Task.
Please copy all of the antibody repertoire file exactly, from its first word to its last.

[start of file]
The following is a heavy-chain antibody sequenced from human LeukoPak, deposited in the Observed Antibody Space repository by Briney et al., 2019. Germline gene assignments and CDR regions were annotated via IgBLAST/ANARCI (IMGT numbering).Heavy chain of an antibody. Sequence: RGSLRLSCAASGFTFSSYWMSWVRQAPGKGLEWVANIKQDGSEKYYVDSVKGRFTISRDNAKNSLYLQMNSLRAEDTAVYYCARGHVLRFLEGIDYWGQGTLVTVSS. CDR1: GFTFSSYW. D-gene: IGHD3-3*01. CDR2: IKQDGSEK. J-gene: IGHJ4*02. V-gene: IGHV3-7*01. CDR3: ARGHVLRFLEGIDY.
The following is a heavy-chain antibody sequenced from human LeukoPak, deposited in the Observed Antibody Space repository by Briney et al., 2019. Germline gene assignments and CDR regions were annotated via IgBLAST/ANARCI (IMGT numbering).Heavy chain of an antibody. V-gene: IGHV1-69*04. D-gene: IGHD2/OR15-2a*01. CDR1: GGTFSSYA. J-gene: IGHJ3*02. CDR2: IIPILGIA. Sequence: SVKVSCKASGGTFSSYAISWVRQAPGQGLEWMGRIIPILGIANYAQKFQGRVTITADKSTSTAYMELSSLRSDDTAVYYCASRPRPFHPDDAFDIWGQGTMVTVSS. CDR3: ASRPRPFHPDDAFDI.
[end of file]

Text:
The following is a heavy-chain antibody sequenced from human LeukoPak, deposited in the Observed Antibody Space repository by Briney et al., 2019. Germline gene assignments and CDR regions were annotated via IgBLAST/ANARCI (IMGT numbering).Heavy chain of an antibody. Sequence: RGSLRLSCAASGFTFSSYWMSWVRQAPGKGLEWVANIKQDGSEKYYVDSVKGRFTISRDNAKNSLYLQMNSLRAEDTAVYYCARGHVLRFLEGIDYWGQGTLVTVSS. CDR1: GFTFSSYW. D-gene: IGHD3-3*01. CDR2: IKQDGSEK. J-gene: IGHJ4*02. V-gene: IGHV3-7*01. CDR3: ARGHVLRFLEGIDY.
The following is a heavy-chain antibody sequenced from human LeukoPak, deposited in the Observed Antibody Space repository by Briney et al., 2019. Germline gene assignments and CDR regions were annotated via IgBLAST/ANARCI (IMGT numbering).Heavy chain of an antibody. V-gene: IGHV1-69*04. D-gene: IGHD2/OR15-2a*01. CDR1: GGTFSSYA. J-gene: IGHJ3*02. CDR2: IIPILGIA. Sequence: SVKVSCKASGGTFSSYAISWVRQAPGQGLEWMGRIIPILGIANYAQKFQGRVTITADKSTSTAYMELSSLRSDDTAVYYCASRPRPFHPDDAFDIWGQGTMVTVSS. CDR3: ASRPRPFHPDDAFDI.